FOLKS FORGET passwords every day, an inconvenience that can usually be quickly fixed—but not always.
In January, The New York Times wrote about a German programmer living in San Francisco. A decade ago, he had been paid 7,002 bitcoins for making a video explaining how cryptocurrencies work. He stored them in a digital wallet on a hard drive and wrote the password on a piece of paper, which he has since lost. After 10 failed attempts, the password will encrypt itself, making the wallet impossible to access. Eight attempts have failed so far. With bitcoin trading at some $57,000 each, his lost password could cost him $400 million.
We live in an increasingly digital world driven by electronic account access and necessitating a ballooning number of passwords. How should we manage our online life? We know about the danger of using weak passwords, or memorizing one random password and using it for everything, or not changing passwords often enough. Each of these approaches puts us at risk, financially and otherwise.
Enter the password manager. My wife used one at work. After learning one of our teenagers was using passwords that would make a cybersecurity expert shudder, she insisted the family adopt one, too. She chose LastPass, but there are also other good options. I went along half-heartedly, if only to set a good example for our kids.
But for a while, I also continued to store the same usernames and passwords in a password-protected Microsoft Word document. Twelve months later, it struck me: Using the password manager was far easier and more efficient.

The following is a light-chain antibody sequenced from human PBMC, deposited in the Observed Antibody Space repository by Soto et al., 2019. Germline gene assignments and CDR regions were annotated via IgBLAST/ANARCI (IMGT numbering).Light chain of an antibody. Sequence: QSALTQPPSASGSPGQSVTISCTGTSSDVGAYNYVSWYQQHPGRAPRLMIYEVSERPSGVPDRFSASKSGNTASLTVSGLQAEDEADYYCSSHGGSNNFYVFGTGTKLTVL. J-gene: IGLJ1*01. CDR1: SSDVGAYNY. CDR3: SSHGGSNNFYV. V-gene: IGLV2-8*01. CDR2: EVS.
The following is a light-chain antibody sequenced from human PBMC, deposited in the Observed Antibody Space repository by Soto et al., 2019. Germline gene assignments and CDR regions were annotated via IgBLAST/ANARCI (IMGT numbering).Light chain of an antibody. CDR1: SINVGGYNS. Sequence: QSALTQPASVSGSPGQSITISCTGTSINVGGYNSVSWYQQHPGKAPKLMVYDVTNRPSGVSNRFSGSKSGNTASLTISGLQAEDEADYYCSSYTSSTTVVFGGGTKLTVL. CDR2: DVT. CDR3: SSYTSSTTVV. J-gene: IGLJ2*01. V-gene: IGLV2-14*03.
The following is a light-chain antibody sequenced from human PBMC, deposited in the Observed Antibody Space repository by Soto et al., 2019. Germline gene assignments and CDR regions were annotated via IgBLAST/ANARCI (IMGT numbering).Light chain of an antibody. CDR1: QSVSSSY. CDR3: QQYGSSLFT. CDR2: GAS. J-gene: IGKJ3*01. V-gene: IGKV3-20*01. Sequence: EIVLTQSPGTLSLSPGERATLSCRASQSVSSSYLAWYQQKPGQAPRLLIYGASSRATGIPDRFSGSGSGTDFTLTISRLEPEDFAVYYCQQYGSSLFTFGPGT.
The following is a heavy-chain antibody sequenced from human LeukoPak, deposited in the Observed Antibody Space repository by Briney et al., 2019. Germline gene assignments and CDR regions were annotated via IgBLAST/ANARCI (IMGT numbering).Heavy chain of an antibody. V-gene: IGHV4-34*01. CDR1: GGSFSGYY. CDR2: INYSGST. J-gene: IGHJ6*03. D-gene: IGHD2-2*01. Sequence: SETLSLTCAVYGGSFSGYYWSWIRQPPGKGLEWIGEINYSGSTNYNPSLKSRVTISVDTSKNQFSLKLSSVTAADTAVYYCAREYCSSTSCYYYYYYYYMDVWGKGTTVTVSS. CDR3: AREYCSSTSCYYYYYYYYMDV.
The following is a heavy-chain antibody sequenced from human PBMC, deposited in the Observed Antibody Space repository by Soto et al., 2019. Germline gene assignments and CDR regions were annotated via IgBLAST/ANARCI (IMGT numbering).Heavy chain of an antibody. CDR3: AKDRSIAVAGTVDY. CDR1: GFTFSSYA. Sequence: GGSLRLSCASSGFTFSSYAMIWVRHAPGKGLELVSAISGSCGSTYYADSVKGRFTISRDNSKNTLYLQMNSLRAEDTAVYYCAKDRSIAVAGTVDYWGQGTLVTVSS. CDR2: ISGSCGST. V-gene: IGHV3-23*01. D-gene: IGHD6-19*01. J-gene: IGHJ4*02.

How so? Password managers make it easy to generate a random password for each account. Utilizing this feature can prevent password-reuse attacks, where attackers steal user emails and passwords, and then use them to break into other accounts that use the same username and password. Password managers also track websites with which you have accounts, making it easy to identify and close unused accounts, thus reducing your online exposure.
When you sign up for a password manager, you’ll need to create a master password. Your master password encrypts the contents of your password vault, so you should use something complex. No, 12345678 need not apply. You can also set up two-factor authorization via text or email or, alternatively, by authenticating your fingerprints with your phone. Password managers aren’t immune to security bugs, but they represent a huge improvement.
A password manager effectively exchanges many passwords for one master password, which underscores the importance of that master password. It’s the key to your digital life. What if you lose or forget it? Each password manager will have its unique recovery process. But the best approach is to find a way to keep your master password secure and yet easily accessible to you.
A friend utilizes a password manager for his accounts, but he was uncomfortable documenting his master password in the file containing his estate planning documents. His solution: He noted half of his master password in the file and gave the other half to a trusted family member. When he dies, the law firm and the family member will come together, providing the executor with the master password needed to access his financial accounts.
Phil Kernen, CFA, is a portfolio manager and partner with Mitchell Capital, a financial planning and investment management firm in Leawood, Kansas. When he’s not working, Phil enjoys spending time with his family and friends, reading, hiking and riding his bike. You can connect with Phil via LinkedIn. His previous articles were We’re All Active and What? Spend It?